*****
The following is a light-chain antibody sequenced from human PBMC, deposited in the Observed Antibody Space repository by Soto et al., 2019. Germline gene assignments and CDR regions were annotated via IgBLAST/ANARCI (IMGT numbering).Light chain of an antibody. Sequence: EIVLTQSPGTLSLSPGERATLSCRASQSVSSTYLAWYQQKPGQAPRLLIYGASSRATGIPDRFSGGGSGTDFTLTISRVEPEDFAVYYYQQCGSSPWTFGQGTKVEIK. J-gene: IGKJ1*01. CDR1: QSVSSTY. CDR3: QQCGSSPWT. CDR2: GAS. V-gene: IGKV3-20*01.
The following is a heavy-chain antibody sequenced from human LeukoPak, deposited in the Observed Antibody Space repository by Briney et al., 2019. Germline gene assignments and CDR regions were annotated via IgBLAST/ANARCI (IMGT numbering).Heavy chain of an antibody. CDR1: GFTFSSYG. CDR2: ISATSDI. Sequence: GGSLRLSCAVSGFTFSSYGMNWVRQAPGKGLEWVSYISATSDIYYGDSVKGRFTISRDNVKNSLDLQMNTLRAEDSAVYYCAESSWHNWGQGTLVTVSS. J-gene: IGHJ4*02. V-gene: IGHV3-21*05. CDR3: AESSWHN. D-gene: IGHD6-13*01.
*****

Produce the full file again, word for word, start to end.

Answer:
The following is a light-chain antibody sequenced from human PBMC, deposited in the Observed Antibody Space repository by Soto et al., 2019. Germline gene assignments and CDR regions were annotated via IgBLAST/ANARCI (IMGT numbering).Light chain of an antibody. Sequence: EIVLTQSPGTLSLSPGERATLSCRASQSVSSTYLAWYQQKPGQAPRLLIYGASSRATGIPDRFSGGGSGTDFTLTISRVEPEDFAVYYYQQCGSSPWTFGQGTKVEIK. J-gene: IGKJ1*01. CDR1: QSVSSTY. CDR3: QQCGSSPWT. CDR2: GAS. V-gene: IGKV3-20*01.
The following is a heavy-chain antibody sequenced from human LeukoPak, deposited in the Observed Antibody Space repository by Briney et al., 2019. Germline gene assignments and CDR regions were annotated via IgBLAST/ANARCI (IMGT numbering).Heavy chain of an antibody. CDR1: GFTFSSYG. CDR2: ISATSDI. Sequence: GGSLRLSCAVSGFTFSSYGMNWVRQAPGKGLEWVSYISATSDIYYGDSVKGRFTISRDNVKNSLDLQMNTLRAEDSAVYYCAESSWHNWGQGTLVTVSS. J-gene: IGHJ4*02. V-gene: IGHV3-21*05. CDR3: AESSWHN. D-gene: IGHD6-13*01.